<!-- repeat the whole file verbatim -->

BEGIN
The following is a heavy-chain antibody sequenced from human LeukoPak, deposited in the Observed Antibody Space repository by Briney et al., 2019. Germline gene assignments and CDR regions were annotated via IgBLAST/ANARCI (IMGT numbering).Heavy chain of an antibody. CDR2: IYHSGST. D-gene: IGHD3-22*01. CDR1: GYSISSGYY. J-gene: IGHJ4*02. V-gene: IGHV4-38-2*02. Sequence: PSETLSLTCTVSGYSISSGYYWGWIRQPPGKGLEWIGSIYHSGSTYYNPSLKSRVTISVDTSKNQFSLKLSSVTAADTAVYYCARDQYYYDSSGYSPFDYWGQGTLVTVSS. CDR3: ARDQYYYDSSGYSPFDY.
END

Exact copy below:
The following is a heavy-chain antibody sequenced from human LeukoPak, deposited in the Observed Antibody Space repository by Briney et al., 2019. Germline gene assignments and CDR regions were annotated via IgBLAST/ANARCI (IMGT numbering).Heavy chain of an antibody. CDR2: IYHSGST. D-gene: IGHD3-22*01. CDR1: GYSISSGYY. J-gene: IGHJ4*02. V-gene: IGHV4-38-2*02. Sequence: PSETLSLTCTVSGYSISSGYYWGWIRQPPGKGLEWIGSIYHSGSTYYNPSLKSRVTISVDTSKNQFSLKLSSVTAADTAVYYCARDQYYYDSSGYSPFDYWGQGTLVTVSS. CDR3: ARDQYYYDSSGYSPFDY.